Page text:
The other day I leisurely rode the escalators of the central subway station of Athens, at Syntagma (Constitution) Square, situated right in front of the parliamentary building. It was ten minutes before the next train, so I had time to observe my surroundings -- a rare occurrence in a place that I have associated with frenetic panting up and down staircases and majestic MacGyver-esque entrées onto trains jam-packed with commuters milliseconds before the automatic doors of the carriage shut. A man in his 30s wearing a slick designer suit and frantically typing a message on a Blackberry-like device grabbed my attention. He was standing next to a glass showcase that housed restored ancient pottery that had been dug up during the construction of the subway station. Under different circumstances, I would have ignored the sight. However, now that my mind's "CPU cycles" were free to be disposed of as I wished, I started to realize the significance of the unlikely duet "man-with-Blackberry + ancient vase." The two were depictions of everyday life in different eras standing side-by-side in space but separated by 2400 years. In our current era, high-tech devices are commodities, at least in the industrialized world. In the fourth century BC, the most high-tech device the average person would use was probably this vase.
I was overwhelmed by guilt. Whereas people of bygone millennia had to face huge challenges in order to meet demands that today are taken for granted, I sit in front of my computer sending e-mails in an "artificial" environment -- a domicile situated in an urban area of a European country -- that was designed in such a way as to facilitate the existence of the human species. My food is provided for, processed in such a way as to facilitate its ingestion. I can also adjust the lighting conditions and the temperature of my domicile. I have immediate access to all sorts of information, and I can listen to an arbitrarily selected song any time of the day.
Was there another time in history when people had access to such conveniences? Yes. There were people whose lifestyle was of comparable ease, but they were few. They were the kings and noblemen of older times. You may object that they did not possess the technology we have today. Indeed, they did not. However, they could use slaves instead. They did not have MP3 players, but they could instruct musicians to play for them any time of day. They did not have running water in their palaces, but their servants would supply them with water from the local river. They were the only ones with access to the handwritten books of the era. And the list goes on and on. If you think about it, people in industrialized countries have access to luxuries that once were royal privileges.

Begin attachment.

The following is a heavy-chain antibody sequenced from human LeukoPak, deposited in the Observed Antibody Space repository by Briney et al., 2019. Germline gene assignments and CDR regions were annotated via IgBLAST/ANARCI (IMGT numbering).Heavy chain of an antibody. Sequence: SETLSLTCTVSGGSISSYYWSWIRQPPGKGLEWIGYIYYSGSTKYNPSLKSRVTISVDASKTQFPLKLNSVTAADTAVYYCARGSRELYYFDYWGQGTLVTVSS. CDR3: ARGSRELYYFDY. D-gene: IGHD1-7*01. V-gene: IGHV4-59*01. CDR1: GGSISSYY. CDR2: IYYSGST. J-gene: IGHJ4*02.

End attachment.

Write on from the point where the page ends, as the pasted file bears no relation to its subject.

At first sight there is nothing objectionable to that, but consider this: can we afford to live like kings? Does nature have enough resources to support that? And even if it does, are we happier than the people of 3000 years ago? Perhaps the modern era has brought more problems than it resolved....
Ultimately: What about fairness? Are some eras luckier than others? Or is there a conservation principle that makes each historical period more pleasant in some aspects and more unpleasant in some others so that all eras are somehow equally demanding? Of course, one may remark that there is a huge discrepancy in the lifestyles of people living in the same era -- some are born into affluent homes/societies and live a life of luxury and enjoyment and others are condemned to lifelong hardship. There is a fundamental difference, though, between this kind of unfairness and the previous one. Technically, it is possible for someone to escape the hardship associated with his/her whereabouts and move to a place with better living standards. Or, somehow, the country in which he/she lives can experience financial growth, which will result in a better living standard for the inhabitants.
What is technically impossible, though, is time travel: one cannot travel to a time when living standards are higher. People of 3000 years ago were imprisoned in their time as we are in our own. One, of course, may ask whether anything can be done about this or if it is an inherent imperfection of human existence. The answer is that perhaps we just have to reconcile ourselves with the concept of luckier eras.
Another approach is the one taken by the large monotheistic religions. Their concept of afterlife serves among other things as a buffer that absorbs the spatiotemporal unfairness. In any case, we should be thankful for what we have today.